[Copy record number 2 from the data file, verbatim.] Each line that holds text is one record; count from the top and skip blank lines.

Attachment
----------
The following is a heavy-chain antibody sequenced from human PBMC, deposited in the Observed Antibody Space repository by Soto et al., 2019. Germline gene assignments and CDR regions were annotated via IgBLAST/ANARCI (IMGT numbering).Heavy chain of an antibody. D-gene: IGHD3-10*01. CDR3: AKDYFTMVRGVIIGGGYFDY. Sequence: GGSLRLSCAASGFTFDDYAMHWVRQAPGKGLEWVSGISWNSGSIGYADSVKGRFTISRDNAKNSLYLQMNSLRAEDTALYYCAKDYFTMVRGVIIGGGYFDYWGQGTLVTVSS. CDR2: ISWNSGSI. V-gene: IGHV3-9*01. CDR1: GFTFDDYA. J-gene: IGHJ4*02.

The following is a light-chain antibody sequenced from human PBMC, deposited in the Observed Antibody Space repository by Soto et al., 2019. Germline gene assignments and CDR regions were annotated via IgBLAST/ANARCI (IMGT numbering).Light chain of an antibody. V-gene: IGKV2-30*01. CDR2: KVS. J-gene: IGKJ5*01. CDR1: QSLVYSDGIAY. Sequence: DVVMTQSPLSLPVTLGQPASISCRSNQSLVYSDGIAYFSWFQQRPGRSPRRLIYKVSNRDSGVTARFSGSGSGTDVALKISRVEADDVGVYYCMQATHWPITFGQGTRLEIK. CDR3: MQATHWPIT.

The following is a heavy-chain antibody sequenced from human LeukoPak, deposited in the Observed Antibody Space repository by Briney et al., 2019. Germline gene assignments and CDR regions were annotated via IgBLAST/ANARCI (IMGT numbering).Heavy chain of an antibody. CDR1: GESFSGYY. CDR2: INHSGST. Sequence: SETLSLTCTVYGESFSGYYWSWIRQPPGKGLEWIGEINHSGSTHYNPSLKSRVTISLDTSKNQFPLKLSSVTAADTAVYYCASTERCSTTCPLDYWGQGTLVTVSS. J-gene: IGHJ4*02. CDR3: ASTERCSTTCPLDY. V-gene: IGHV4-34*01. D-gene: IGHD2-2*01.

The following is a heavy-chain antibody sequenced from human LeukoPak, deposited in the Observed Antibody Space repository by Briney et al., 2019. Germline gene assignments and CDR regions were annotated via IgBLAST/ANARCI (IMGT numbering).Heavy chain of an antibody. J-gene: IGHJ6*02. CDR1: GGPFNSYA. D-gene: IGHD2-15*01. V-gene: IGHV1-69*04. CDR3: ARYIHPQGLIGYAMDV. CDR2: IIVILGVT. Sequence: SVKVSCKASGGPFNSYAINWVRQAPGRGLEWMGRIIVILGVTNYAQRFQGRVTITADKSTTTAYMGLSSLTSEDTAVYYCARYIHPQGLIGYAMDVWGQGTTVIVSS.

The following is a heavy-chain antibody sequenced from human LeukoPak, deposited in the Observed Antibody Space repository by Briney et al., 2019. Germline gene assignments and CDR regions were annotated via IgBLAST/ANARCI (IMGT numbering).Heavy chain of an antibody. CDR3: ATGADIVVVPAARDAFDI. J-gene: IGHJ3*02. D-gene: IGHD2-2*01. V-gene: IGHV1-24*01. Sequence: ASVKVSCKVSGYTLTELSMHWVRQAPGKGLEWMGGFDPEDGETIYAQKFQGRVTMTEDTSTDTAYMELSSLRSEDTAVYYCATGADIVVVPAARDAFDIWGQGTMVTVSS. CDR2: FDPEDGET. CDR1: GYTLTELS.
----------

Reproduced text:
The following is a light-chain antibody sequenced from human PBMC, deposited in the Observed Antibody Space repository by Soto et al., 2019. Germline gene assignments and CDR regions were annotated via IgBLAST/ANARCI (IMGT numbering).Light chain of an antibody. V-gene: IGKV2-30*01. CDR2: KVS. J-gene: IGKJ5*01. CDR1: QSLVYSDGIAY. Sequence: DVVMTQSPLSLPVTLGQPASISCRSNQSLVYSDGIAYFSWFQQRPGRSPRRLIYKVSNRDSGVTARFSGSGSGTDVALKISRVEADDVGVYYCMQATHWPITFGQGTRLEIK. CDR3: MQATHWPIT.